Your Guide to Client Retention
Once your initial investment has paid off and you have won the client’s trust and business, the relationship-building can begin in earnest.
Establish the ground rules
A kick-off meeting is de rigueur, but the quality of the agenda for that all-important official start to the relationship can dictate its future course.
A well-planned schedule which covers the matters of most importance to the client and demonstrates your commercial focus and willingness to flex to fit your client, will propel the relationship to new heights. One which simply lays out your terms and way of working will only serve to sow seeds of doubt in the client’s mind.
Open the lines of communication
Time-pressed clients abhor having to repeat themselves. Establishing a slick and efficient flow of information from in-house counsel to client team at the outset will eliminate the need for re-briefing – which can test clients’ patience and erode trust.
Learn to read clients’ signals
It is often the small things which become larger problems. Being sensitive to changes in the tone of communication, levels of contact and the quantity and type of work clients request can make all the difference. Early diagnosis of behavioral change is an effective way of preventing minor issues from escalating into crises.
Watch, ask, listen, learn. Repeat
All too often relationships get off to a flying start and then begin to falter as new priorities take over. Keeping bonds strong demands keen powers of observation, acute listening skills, sustained curiosity and eagerness to learn – throughout the life of the relationship.
Share knowledge generously
Exposed to a wide range of different clients with varying problems across many sectors, law firms are constantly experiencing new ways of tackling universal issues.
Given in-house counsel say that they would value hearing from their law firm advisors how other clients, faced with similar problems, have successfully found solutions.
Once the relationship is established, realism is all-important. Billing is one important area in which overpromising can backfire badly. Failing to complete a piece of work within the stated budget/timescale is more palatable for clients if the issue is flagged up in advance. Going over time and budget without warning severely compromises relationships.
Take the long-term view
The way you act says a lot about the value you place on the relationship you have with your client. A willingness to be flexible and meet clients half way indicates a desire for a longer term working relationship – and is more likely to bring one about.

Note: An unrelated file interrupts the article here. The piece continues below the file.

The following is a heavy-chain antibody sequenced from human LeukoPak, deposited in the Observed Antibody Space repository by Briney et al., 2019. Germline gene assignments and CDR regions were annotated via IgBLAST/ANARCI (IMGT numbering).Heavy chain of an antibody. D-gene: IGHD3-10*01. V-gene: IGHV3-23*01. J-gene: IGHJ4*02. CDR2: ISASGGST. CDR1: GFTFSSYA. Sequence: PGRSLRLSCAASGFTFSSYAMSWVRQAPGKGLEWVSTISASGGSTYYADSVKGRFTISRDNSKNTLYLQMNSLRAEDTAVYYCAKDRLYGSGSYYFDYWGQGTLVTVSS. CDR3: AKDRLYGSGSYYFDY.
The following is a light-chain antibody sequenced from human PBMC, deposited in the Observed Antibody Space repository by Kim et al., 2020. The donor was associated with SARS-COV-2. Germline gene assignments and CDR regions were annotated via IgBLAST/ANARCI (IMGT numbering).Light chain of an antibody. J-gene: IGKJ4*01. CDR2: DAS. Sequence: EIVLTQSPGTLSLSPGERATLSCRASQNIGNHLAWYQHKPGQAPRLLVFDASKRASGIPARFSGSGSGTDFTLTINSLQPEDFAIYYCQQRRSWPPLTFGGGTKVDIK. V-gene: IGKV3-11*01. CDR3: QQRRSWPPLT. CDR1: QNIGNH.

Sticking fast to rigid structures, traditional ways of working and standard billing practices are red flags to GCs. In-house teams have had to radically alter the way they operate and serve their businesses so they need their advisors to move with the same agility.
Speed is of the essence
As general counsel find themselves under intensifying pressure to deliver more with less, they now expect their external advisors to work to the same exacting standards.
Concrete, concise, relevant and commercially sound advice – delivered quickly and consistently – are central to winning and keeping client confidence.
In a world where traditional thinking still dominates, doing something a little differently to help the client stands out.
Respecting the time constraints that in-house teams face by finding time-saving solutions to their problems is an effective way of gaining favor with in-house counsel. For example, instead of inviting in-house lawyers to a seminar on environmental law, why not write a draft policy that they can customize to use across their company.
It demonstrates your expertise in environmental law as effectively as a seminar would but, more importantly, shows that you understand clients’ pressures and provide valuable help in overcoming them.
Think like a client
As part of our Sharplegal research, we asked in-house counsel about the areas in which they felt that lawyers needed additional training or development.
The most common response was that they needed to improve their understanding of clients’ businesses and become more commercial/business savvy.
“More knowledge of our business. [In any particular area?] No just understanding the business enables them to be more accurate with their responses.”
“I would want them to all be quicker, more precise and get a better understanding of the business environment. The focus on customer service, not whatever garbage they learned in law school.”
The onus is clearly on law firms to invest more time and effort in getting under the skin of their clients in order to provide high quality advice throughout the relationship and gain loyalty.
At a fundamental level, the larger the burden you are able to lift from clients’ shoulders, the stronger the relationship is likely to become. Time invested in helping clients to look good within their organizations by solving their problems and getting through work quickly and accurately will be repaid many times over in loyalty.
For further information, please contact Susan Pettit firstname.lastname@example.org or call +44 (0)808 178 3020